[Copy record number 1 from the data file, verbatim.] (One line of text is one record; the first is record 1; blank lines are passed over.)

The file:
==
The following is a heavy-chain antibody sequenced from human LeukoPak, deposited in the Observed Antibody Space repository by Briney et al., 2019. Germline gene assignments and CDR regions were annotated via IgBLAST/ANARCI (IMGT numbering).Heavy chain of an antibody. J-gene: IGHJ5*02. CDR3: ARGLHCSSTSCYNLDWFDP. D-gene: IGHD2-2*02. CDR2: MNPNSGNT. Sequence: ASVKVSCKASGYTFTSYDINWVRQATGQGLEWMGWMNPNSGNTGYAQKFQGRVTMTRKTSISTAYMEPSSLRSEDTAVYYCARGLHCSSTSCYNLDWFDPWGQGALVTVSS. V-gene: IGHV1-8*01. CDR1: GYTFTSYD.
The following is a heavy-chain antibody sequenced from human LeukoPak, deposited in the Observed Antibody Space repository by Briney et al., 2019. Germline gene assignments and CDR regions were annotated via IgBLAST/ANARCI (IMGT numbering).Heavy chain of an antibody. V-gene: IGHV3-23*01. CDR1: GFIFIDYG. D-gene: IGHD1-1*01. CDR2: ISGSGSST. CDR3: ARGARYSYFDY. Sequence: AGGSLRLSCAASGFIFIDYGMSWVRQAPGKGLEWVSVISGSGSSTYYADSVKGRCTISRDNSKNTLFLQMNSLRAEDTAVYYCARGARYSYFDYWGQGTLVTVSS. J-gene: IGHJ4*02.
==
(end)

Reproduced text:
The following is a heavy-chain antibody sequenced from human LeukoPak, deposited in the Observed Antibody Space repository by Briney et al., 2019. Germline gene assignments and CDR regions were annotated via IgBLAST/ANARCI (IMGT numbering).Heavy chain of an antibody. J-gene: IGHJ5*02. CDR3: ARGLHCSSTSCYNLDWFDP. D-gene: IGHD2-2*02. CDR2: MNPNSGNT. Sequence: ASVKVSCKASGYTFTSYDINWVRQATGQGLEWMGWMNPNSGNTGYAQKFQGRVTMTRKTSISTAYMEPSSLRSEDTAVYYCARGLHCSSTSCYNLDWFDPWGQGALVTVSS. V-gene: IGHV1-8*01. CDR1: GYTFTSYD.